Reed, Ola Belle Campbell


By University of North Carolina Libraries, 2016.


Ola Belle Campbell Reed was a trailblazing pioneer for women in the oldtime and bluegrass music traditions. 


Ola Belle Reed was born in 1915 at Grassy Creek in Ashe County, N.C., located in the New River Valley of the Blue Ridge Mountains in western North Carolina, to Arthur Harrison Campbell and Ella Mae Osborne. One of thirteen children, she came from a musical family and learned to play both guitar and clawhammer banjo at as a young child. Suffering the effects of the Depression, her father moved the family out of the Blue Ridge and settled near Rising Sun, Md., just south of the Mason-Dixon Line on the Maryland-Pennsylvania border.


While still a teenager, Reed began performing with her brother Alex Campbell and with an early version of the North Carolina Ridge Runners. Performing old time and country music around their home in Maryland and Pennsylvania, Reed and her brother paired up again after he returned from World War II. For many years, they could be heard live and in syndication over much of the country on a variety of stations, including WWVA in Wheeling, W.Va. During the early 1960s their weekly show, "Campbell's Corner," broadcast live from their country store in Oxford, Pa., of the same name, was heard over much of the eastern United States.


In 1949, Ola Belle married Bud Reed, himself a noted country musician, and with Alex they formed the New River Gang. Together they opened and operated New River Ranch, a popular country music park near Rising Sun. In the early 1960s, they closed New River and moved their operation north on US Route 1 to Sunset Park near Jennersville, Pa., where they performed regularly for the next 26 years. During the 1970s, the Reed family, now including sons David Reed and Ralph Reed, found enthusiastic audiences at many folk festivals, including the Smithsonian Folklife Festival in 1972 and the Brandywine Mountain Music Convention. In 1986, Ola Belle Reed was recognized for her contributions to American folk music and culture when she was awarded a National Heritage Fellowship. A prolific songwriter, her best-known songs are "I've Endured," "The Springtime of Life," and especially "High on a Mountain." Del McCoury, a regular performer at Sunset Park, made "High on a Mountain" a bluegrass standard. Many others recorded the tune, including Nashville musician Marty Stuart.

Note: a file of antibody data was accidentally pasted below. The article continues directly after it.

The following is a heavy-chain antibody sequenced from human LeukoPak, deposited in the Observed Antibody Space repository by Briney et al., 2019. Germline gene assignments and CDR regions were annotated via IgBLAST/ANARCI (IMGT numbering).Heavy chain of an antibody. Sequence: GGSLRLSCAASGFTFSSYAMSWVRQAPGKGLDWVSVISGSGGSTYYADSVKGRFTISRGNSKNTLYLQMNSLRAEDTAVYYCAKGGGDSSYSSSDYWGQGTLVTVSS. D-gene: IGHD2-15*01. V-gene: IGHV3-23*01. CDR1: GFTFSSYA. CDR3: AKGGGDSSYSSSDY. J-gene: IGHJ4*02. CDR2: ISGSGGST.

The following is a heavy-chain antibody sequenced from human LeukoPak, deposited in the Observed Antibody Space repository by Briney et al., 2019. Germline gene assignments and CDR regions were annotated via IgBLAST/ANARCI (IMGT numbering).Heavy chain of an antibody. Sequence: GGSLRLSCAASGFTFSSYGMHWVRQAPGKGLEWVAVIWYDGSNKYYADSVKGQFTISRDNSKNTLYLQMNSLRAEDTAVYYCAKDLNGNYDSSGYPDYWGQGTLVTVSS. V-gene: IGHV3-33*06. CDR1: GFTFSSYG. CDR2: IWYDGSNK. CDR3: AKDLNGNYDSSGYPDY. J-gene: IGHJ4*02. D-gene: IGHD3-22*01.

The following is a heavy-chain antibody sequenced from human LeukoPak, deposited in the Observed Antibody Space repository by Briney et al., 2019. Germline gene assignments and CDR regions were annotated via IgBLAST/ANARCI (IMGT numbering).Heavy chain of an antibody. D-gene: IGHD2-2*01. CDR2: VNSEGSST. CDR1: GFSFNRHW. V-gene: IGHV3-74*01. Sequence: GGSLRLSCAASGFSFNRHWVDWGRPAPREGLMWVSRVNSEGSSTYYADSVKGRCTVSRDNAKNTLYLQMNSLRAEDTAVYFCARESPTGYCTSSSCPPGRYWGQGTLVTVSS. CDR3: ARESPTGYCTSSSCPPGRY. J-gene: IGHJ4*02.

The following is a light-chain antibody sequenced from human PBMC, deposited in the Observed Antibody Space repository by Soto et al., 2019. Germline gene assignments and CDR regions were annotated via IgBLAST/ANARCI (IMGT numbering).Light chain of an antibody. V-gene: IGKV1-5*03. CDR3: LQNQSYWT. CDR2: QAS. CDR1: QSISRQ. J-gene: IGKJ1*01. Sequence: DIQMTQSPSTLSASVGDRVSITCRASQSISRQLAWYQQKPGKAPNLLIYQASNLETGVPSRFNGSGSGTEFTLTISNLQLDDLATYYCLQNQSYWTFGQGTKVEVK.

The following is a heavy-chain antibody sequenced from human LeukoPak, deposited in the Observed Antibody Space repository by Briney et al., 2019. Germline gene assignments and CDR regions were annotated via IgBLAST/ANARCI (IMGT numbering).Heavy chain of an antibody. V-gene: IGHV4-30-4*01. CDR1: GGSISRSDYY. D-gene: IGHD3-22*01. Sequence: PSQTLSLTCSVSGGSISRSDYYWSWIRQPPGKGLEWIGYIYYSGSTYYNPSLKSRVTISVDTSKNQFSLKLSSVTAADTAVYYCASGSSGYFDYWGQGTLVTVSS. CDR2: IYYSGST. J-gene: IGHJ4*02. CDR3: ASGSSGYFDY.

In the late 1980s, Reed suffered a severe stroke that abruptly ended her career as a performer and songwriter. Ola Belle Reed died on August 16, 2002 in Rising Sun.

Additional Resources:


Reed, Ola Belle Collection 1960-1979,  #20010, Southern Folklife Collection, Wilson Library, University of North Carolina at Chapel Hill. http://finding-aids.lib.unc.edu/20010/ (accessed September 18, 2017).


Blueridge National Heritage Area. "Ola Belle Reed." http://www.blueridgeheritage.com/traditional-artist-directory/ola-belle-... (accessed September 18, 2017).


Henry, Murphy. 2013. Pretty good for a girl women in bluegrass. Urbana: University of Illinois Press. https://www.worldcat.org/oclc/856802959


Reed, Ola Belle, Henry H. Glassie, Steven Lance Ledbetter, Clifford R. Murphy, and Douglas Dowling Peach. 2015. Ola Belle Reed and southern mountain music on the Mason-Dixon line. Altanta, Georgia: Dust to Digital. https://www.worldcat.org/oclc/940650182


Winick, Stephen. "On Ola Belle Reed." September 2, 2015. Folklife Today [blog], American Folklife Center & Veterans History Project, Library of Congress. https://blogs.loc.gov/folklife/2015/09/on-ola-belle-reed/ (accessed September 18, 2017).


Henry Glassie's field research with Ola Belle Reed. Archives of Traditional Music, Indiana University. http://www.indiana.edu/~libarchm/index.php/outreach/podcasts/henry-glass...


Whisnant, David E. "Ola Belle Reed." Encyclopedia of Appalachia. http://encyclopediaofappalachia.com/entry.php?rec=178 (accessed September 18, 2017).


 

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